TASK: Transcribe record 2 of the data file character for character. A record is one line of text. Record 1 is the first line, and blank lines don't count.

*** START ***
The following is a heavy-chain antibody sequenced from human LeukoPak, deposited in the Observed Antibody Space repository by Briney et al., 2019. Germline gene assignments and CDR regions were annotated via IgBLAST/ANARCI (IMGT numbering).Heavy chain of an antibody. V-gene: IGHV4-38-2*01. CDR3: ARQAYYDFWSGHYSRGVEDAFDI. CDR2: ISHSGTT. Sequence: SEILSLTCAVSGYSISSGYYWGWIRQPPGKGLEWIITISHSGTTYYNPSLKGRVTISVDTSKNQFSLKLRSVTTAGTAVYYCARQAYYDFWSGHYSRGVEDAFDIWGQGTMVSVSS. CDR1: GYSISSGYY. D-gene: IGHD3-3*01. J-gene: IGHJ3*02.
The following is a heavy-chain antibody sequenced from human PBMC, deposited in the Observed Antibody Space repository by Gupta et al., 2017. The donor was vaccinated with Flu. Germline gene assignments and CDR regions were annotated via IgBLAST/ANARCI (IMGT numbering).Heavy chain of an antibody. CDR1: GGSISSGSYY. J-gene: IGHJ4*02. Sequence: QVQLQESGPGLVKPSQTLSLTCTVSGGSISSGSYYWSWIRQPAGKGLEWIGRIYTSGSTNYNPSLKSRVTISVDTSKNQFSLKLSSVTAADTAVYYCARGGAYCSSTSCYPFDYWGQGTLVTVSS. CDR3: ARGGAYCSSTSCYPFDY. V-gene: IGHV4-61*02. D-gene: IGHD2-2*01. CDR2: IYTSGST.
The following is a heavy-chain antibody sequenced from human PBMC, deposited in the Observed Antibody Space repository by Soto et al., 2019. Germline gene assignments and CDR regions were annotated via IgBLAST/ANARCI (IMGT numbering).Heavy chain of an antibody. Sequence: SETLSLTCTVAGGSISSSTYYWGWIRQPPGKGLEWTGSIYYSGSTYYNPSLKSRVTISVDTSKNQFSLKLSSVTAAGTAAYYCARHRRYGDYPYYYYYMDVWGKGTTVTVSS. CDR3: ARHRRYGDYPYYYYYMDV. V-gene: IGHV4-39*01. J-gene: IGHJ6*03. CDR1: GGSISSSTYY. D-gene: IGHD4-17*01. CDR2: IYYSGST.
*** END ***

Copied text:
The following is a heavy-chain antibody sequenced from human PBMC, deposited in the Observed Antibody Space repository by Gupta et al., 2017. The donor was vaccinated with Flu. Germline gene assignments and CDR regions were annotated via IgBLAST/ANARCI (IMGT numbering).Heavy chain of an antibody. CDR1: GGSISSGSYY. J-gene: IGHJ4*02. Sequence: QVQLQESGPGLVKPSQTLSLTCTVSGGSISSGSYYWSWIRQPAGKGLEWIGRIYTSGSTNYNPSLKSRVTISVDTSKNQFSLKLSSVTAADTAVYYCARGGAYCSSTSCYPFDYWGQGTLVTVSS. CDR3: ARGGAYCSSTSCYPFDY. V-gene: IGHV4-61*02. D-gene: IGHD2-2*01. CDR2: IYTSGST.